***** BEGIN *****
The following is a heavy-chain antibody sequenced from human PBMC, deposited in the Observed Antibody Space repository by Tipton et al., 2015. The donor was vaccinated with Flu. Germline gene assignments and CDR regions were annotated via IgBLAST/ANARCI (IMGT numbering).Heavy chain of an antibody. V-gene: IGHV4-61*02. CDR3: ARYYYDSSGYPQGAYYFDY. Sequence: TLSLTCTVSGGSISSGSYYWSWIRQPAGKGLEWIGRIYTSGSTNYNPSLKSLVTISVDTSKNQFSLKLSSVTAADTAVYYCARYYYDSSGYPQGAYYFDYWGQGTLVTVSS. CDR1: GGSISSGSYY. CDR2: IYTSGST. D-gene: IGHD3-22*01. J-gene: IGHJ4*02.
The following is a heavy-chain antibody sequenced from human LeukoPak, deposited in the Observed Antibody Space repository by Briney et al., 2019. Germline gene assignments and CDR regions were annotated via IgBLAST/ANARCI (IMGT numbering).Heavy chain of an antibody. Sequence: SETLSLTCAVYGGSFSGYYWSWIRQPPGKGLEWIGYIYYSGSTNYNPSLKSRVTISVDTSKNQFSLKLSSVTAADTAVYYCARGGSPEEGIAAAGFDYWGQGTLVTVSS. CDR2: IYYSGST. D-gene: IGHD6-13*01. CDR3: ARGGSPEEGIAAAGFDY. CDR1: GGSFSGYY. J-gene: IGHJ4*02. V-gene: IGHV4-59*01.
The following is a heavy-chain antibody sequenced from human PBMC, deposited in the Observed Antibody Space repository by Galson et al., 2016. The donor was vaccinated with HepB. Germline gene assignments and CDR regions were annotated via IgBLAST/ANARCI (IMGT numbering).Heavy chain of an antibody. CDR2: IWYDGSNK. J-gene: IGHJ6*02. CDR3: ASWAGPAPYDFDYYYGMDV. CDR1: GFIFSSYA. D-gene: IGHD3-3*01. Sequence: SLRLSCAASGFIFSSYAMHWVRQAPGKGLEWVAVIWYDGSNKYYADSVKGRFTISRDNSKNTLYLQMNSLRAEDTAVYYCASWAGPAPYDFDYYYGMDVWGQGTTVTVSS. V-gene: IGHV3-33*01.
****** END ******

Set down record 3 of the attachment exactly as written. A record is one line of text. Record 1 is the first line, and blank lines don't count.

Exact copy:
The following is a heavy-chain antibody sequenced from human PBMC, deposited in the Observed Antibody Space repository by Galson et al., 2016. The donor was vaccinated with HepB. Germline gene assignments and CDR regions were annotated via IgBLAST/ANARCI (IMGT numbering).Heavy chain of an antibody. CDR2: IWYDGSNK. J-gene: IGHJ6*02. CDR3: ASWAGPAPYDFDYYYGMDV. CDR1: GFIFSSYA. D-gene: IGHD3-3*01. Sequence: SLRLSCAASGFIFSSYAMHWVRQAPGKGLEWVAVIWYDGSNKYYADSVKGRFTISRDNSKNTLYLQMNSLRAEDTAVYYCASWAGPAPYDFDYYYGMDVWGQGTTVTVSS. V-gene: IGHV3-33*01.